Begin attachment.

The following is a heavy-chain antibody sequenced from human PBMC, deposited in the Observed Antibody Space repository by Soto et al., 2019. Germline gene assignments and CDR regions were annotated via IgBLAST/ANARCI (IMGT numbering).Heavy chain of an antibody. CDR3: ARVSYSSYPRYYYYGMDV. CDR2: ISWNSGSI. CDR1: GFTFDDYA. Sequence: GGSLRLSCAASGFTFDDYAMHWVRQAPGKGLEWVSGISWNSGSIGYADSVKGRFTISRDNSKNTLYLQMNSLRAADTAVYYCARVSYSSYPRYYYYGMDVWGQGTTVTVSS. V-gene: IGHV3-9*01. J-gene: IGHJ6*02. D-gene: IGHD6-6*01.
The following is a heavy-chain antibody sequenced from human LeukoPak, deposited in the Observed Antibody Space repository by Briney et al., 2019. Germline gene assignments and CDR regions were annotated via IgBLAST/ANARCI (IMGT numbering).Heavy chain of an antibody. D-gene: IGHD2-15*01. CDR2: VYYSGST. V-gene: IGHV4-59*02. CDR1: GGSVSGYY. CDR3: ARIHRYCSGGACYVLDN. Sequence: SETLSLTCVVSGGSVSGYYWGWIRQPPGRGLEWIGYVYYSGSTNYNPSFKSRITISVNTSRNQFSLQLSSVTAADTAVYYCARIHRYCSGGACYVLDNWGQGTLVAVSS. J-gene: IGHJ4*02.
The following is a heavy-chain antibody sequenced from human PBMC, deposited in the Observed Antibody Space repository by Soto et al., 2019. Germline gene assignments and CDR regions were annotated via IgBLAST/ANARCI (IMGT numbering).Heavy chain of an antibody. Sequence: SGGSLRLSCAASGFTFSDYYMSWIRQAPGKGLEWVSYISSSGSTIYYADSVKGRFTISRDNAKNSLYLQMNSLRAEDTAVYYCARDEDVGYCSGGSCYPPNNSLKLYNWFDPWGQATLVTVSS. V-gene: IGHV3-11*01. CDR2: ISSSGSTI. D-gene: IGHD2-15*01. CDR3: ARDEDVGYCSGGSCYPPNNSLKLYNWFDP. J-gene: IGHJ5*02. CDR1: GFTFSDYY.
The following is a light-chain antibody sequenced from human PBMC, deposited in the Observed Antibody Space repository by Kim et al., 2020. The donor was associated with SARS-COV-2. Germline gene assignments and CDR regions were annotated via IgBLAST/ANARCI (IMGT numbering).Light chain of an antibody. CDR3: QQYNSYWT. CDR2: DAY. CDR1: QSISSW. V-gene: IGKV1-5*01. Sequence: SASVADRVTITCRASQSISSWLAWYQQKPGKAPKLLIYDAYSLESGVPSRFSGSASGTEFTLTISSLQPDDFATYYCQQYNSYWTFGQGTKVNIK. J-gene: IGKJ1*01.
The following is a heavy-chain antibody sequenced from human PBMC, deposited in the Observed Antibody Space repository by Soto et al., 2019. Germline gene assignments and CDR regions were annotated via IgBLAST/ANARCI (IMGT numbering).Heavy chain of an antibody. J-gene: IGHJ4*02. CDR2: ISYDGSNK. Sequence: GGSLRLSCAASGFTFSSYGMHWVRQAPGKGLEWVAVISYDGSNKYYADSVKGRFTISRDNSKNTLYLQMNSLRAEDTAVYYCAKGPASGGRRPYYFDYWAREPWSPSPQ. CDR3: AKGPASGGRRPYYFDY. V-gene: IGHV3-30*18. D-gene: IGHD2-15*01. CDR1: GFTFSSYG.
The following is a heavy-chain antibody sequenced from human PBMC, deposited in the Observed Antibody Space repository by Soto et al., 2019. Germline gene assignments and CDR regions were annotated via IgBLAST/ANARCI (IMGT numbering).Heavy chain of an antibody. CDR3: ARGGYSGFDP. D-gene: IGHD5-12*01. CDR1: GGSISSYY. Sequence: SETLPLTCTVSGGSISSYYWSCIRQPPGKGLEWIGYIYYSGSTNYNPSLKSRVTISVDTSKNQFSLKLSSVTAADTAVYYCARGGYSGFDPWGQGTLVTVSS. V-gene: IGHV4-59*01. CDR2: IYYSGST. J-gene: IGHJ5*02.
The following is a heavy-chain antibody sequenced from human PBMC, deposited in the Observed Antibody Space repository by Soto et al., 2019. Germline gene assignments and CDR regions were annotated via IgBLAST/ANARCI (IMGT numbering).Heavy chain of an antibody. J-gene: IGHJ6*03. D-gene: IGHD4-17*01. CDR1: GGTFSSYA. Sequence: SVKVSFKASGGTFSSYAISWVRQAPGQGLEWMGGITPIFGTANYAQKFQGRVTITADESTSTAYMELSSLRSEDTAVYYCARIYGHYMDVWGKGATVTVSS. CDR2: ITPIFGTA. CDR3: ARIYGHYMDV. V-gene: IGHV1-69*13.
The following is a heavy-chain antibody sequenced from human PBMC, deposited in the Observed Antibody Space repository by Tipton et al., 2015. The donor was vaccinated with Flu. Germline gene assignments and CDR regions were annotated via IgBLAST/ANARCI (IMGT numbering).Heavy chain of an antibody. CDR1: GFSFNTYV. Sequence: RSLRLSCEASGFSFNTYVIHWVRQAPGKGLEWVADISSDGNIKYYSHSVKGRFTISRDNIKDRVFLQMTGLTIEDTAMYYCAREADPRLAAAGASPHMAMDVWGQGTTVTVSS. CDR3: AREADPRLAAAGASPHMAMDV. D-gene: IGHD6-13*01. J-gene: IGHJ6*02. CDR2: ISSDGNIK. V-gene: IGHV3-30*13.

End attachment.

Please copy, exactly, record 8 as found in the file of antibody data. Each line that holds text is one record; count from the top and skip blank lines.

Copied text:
The following is a heavy-chain antibody sequenced from human PBMC, deposited in the Observed Antibody Space repository by Tipton et al., 2015. The donor was vaccinated with Flu. Germline gene assignments and CDR regions were annotated via IgBLAST/ANARCI (IMGT numbering).Heavy chain of an antibody. CDR1: GFSFNTYV. Sequence: RSLRLSCEASGFSFNTYVIHWVRQAPGKGLEWVADISSDGNIKYYSHSVKGRFTISRDNIKDRVFLQMTGLTIEDTAMYYCAREADPRLAAAGASPHMAMDVWGQGTTVTVSS. CDR3: AREADPRLAAAGASPHMAMDV. D-gene: IGHD6-13*01. J-gene: IGHJ6*02. CDR2: ISSDGNIK. V-gene: IGHV3-30*13.